The solutions of subsidizing green choices doesn’t work either, says Jaccard. First of all, some people will buy energy efficient appliances, for example, without any government subsidy. The real trick is to find those people who were going to buy a gas hog, and give the subsidy to them – that leads to a real gain. But how can you find the people who need the subsidies?

And how can you develop a subsidy for all the new and crazy uses people find for energy? A government just works out rules for gas BBQ’s (with an accompanying growth of bureaucracy) – and then people start bringing “outdoor heaters” to soccer games, not to mention patio heaters for bars, and a thousand other uses not envisioned by anyone. The subsidy games ends up very wasteful, not hitting the right people, and creates more and more government workers and offices to look after it.

Anyway, countries like Canada who have depended on the light touch methods – like “information,” “energy efficiency,” subsidies, and “change your light bulbs” – have already experienced 20 years of failure. Like almost every other country in the world, including the United States and Europe, Canada’s carbon emissions have just kept skyrocketing. None of that works in the real world.

The awful truth is: when it comes to a problem this big, the individual cannot solve it. Jaccard asks: “What did you do to reduce your sulfur dioxide emissions?” back in the ’80’s when Acid Rain was the big problem. Obviously, governments made big industry clean it up. We didn’t do much, other than complain the lakes were dying.

Same thing for climate. When the modelers add up all the benefits of changing light bulbs, going for more mass transit, and buying green – the planet still goes under with climate change. In fact, it takes massive social change, including big industry, to have a hope of preventing the worst of climate change. And that takes a kind of bravery of leadership in governments – that we haven’t seen so far.

The inconvenient truth about social behavior: somebody has to make us do it. Again, Jaccard gives the example of school zones. Almost any sane person will agree that drivers shouldn’t speed through school zones when there are children about. Surely, just common sense, good will, and love of kids will make these school zones safe, since we all agree it is good? No…we have patrol cars handing out tickets, stiff laws, fines – because someone needs to enforce the law.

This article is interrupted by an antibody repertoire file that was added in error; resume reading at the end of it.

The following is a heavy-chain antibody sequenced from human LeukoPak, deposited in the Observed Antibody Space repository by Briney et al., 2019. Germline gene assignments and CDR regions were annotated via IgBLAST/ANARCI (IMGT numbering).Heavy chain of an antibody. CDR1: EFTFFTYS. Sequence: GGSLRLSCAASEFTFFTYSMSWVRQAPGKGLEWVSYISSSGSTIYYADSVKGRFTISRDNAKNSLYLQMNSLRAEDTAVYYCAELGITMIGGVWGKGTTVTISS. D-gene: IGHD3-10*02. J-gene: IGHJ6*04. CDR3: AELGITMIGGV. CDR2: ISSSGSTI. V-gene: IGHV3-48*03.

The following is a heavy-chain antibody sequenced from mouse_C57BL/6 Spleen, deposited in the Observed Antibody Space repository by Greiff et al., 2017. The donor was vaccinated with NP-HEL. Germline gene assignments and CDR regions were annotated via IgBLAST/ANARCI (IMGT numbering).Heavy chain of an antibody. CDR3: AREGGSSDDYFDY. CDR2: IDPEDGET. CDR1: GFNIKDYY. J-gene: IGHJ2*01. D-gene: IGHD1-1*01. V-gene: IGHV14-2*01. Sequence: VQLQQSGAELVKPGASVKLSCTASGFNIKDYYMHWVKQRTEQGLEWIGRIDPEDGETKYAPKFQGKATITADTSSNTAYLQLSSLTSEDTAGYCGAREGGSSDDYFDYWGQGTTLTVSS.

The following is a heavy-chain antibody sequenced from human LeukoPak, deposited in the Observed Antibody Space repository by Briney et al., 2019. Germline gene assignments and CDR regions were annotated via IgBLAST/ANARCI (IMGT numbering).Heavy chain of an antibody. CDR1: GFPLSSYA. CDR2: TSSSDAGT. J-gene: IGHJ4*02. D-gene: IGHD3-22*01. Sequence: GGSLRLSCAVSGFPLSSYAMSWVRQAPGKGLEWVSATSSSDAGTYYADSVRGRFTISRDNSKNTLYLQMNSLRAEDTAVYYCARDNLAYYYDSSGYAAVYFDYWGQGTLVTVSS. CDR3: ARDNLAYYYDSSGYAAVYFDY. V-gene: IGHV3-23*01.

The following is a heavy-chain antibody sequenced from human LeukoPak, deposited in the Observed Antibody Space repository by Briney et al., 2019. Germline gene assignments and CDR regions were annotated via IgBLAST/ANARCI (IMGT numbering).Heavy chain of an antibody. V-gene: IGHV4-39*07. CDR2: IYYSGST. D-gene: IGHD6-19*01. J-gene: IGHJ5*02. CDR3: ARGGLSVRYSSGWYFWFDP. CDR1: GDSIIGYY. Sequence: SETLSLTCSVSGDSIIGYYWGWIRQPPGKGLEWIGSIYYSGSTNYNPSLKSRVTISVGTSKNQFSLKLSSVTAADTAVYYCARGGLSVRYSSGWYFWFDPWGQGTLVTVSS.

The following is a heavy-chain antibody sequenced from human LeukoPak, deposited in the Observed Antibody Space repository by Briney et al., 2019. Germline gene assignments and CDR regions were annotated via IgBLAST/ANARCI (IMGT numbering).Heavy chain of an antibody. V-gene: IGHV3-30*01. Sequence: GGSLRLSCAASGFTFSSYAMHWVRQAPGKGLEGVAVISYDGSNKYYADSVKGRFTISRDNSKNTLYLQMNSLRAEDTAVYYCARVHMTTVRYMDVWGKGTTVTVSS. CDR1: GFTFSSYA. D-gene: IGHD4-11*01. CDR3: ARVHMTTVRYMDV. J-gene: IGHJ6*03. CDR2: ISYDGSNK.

Ditto carbon emissions.

Despite his earlier book “Sustainable Fossil Fuels” – Jaccard isn’t pushing “clean coal” or anything like that. In this speech, he claims to be agnostic when it comes to using a carbon tax, a cap and trade system, or a hybrid that uses market mechanisms to reduce greenhouse gases. Any of those can be designed to work, he says, so long as the government is willing to enforce laws that work in reality.

Personally, as soon as I hear the words “climate policy” my eyes glaze over. I’ve heard so much bull-shit, and seen so many fabulous announcements and “super-green” plans go down uselessly. So, I had low expectations for this speech. Surprise. Professor Jaccard has been lecturing for 20 years, with students who challenge him – so he does know how to communicate. It’s a good speech – which taught me some of the realities we need to know, if we demand that governments act on climate. Act how? What really works?

I’m hoping people in many countries will check out this speech, especially in America, where a lot of tough decisions need to be made, to reduce the load from one of the world’s biggest polluters. The climate threat is so huge, we all need to understand “climate policy” – and what to demand.